Robinson Cano's inaugural trip back to New York will include more than one first. Consider: It's his first time wearing another team's uniform in Yankee Stadium, and his first chance to show off the well-manicured beard he's grown since he signed a 10-year, $240 million contract with the Mariners last offseason.
Also, the former Yankee has never been inside the visitor's clubhouse, but he's pretty sure there's a front office where he can ask directions if he gets lost.
"Going back and playing for the first time against them, like I said, it's going to feel weird," the Mariners second baseman said earlier this week.
Cano isn't worried about the reception Yankees fans give him when he steps to the plate for the first time in a Mariners uniform tonight when Seattle and the Yankees open a three-game series in the Bronx. Actually, he's excited. It might even get emotional.
"[I'm] just looking forward to going there, and now I'm obviously on the opposite team … and hopefully I'll be treated nice by the fans," Cano said. "Just looking forward to going back and playing on the field that I first came up [on] as a young kid and what I learned as I grew up and see teammates, especially a guy like Jeter in his last year."
Cano spent his first nine Major League seasons with the Yankees, posting a .309/.355/.504 power line and making five All-Star teams. But when he became a free agent, Cano and the Yankees couldn't agree on a new contract, and the Mariners capitalized by landing arguably the most prized hitter on the market.
"Well, I don't want to blame anybody," Cano said of his decision to leave New York.
Mariners manager Lloyd McClendon initially tried to downplay the significance of Cano returning before admitting, that yes, facing a former team can mean more for some players. For Cano, it's important because he'll get to see friends and family.
"It will probably be a little different, but it's our job to control the atmosphere and his access and that's what we'll do -- just like we protect all of our players to a certain extent," McClendon said. "You only have so much access to them and after that they got to get ready to play baseball."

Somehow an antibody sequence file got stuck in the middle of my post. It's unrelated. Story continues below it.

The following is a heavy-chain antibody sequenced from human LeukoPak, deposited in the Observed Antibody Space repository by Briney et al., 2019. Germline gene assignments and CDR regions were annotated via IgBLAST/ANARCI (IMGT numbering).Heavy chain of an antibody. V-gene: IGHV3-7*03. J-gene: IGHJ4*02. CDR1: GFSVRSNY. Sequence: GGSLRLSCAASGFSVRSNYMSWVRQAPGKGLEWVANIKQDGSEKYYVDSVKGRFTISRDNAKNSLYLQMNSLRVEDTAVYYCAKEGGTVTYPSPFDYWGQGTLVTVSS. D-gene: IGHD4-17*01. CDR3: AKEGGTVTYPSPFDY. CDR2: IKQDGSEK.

"I think everybody's different but you're going to have emotions -- some of them are going to be mixed -- but you want to do well against your old team."
Yankees: Jeter looking for a different sort of payback
Derek Jeter understood when Cano opted to leave the Yankees in the offseason. Baseball is, after all, a business.
"Sometimes people lose sight of that," Jeter said. "It's not too often guys get an opportunity -- in any sport -- to play with one team their entire career … as much as people would like to see guys stay with one particular team, it doesn't always happen."
Still, given that it's his last year in the MLB, the legendary shortstop wouldn't mind if his longtime (and well-compensated) friend somehow paid him back.
"Considering I've paid for him to eat for however many years he was here, he owes me a lot," Jeter joked. "I'm upset I don't get to collect."
Mariners: Chris Young takes on Sabathia
With preseason injuries to pitchers Hisashi Iwakuma and Taijaun Walker, and the loss of James Paxton in early April to a lat strain, Seattle has needed multiple pitchers to step up to preserve the back of the rotation. They found one when they signed right-hander Chris Young to a one-year contract in late March.
His value will be tested when he opposes C.C. Sabathia (3-2, 4.78 ERA) and a potent Yankees lineup. In three starts since moving out of the bullpen, Young is 0-0 with a 3.50 ERA. Not bad considering he didn't pitch in the big leagues last season following a pair of shoulder surgeries and an operation to correct thoracic outlet syndrome, which affects the nerves near the collarbone, creating pain in the shoulders and neck.
"He's a veteran presence. He knows what he's doing out there," McClendon said. "I think he's over the hump from a physical standpoint now, and I would suspect that his outings will get better and better each time out."
• After trailing 5-0 to the Rangers on Sunday, the Mariners mounted their biggest comeback of the season on their way to a 6-5 win behind two late Kyle Seager home runs. Seager has a career-high five homers in April.
Adam Lewis is an associate reporter for MLB.com. This story was not subject to the approval of Major League Baseball or its clubs.